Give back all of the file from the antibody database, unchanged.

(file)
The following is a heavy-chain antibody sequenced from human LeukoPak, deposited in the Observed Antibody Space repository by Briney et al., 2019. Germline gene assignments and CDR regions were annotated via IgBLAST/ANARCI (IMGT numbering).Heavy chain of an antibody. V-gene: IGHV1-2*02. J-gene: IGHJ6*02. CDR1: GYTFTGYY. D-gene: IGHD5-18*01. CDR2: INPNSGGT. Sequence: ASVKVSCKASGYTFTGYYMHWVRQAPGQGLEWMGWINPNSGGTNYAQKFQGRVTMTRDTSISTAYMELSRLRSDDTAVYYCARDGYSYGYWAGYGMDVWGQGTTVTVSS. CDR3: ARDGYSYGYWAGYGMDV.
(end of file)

The following is a heavy-chain antibody sequenced from human LeukoPak, deposited in the Observed Antibody Space repository by Briney et al., 2019. Germline gene assignments and CDR regions were annotated via IgBLAST/ANARCI (IMGT numbering).Heavy chain of an antibody. V-gene: IGHV1-2*02. J-gene: IGHJ6*02. CDR1: GYTFTGYY. D-gene: IGHD5-18*01. CDR2: INPNSGGT. Sequence: ASVKVSCKASGYTFTGYYMHWVRQAPGQGLEWMGWINPNSGGTNYAQKFQGRVTMTRDTSISTAYMELSRLRSDDTAVYYCARDGYSYGYWAGYGMDVWGQGTTVTVSS. CDR3: ARDGYSYGYWAGYGMDV.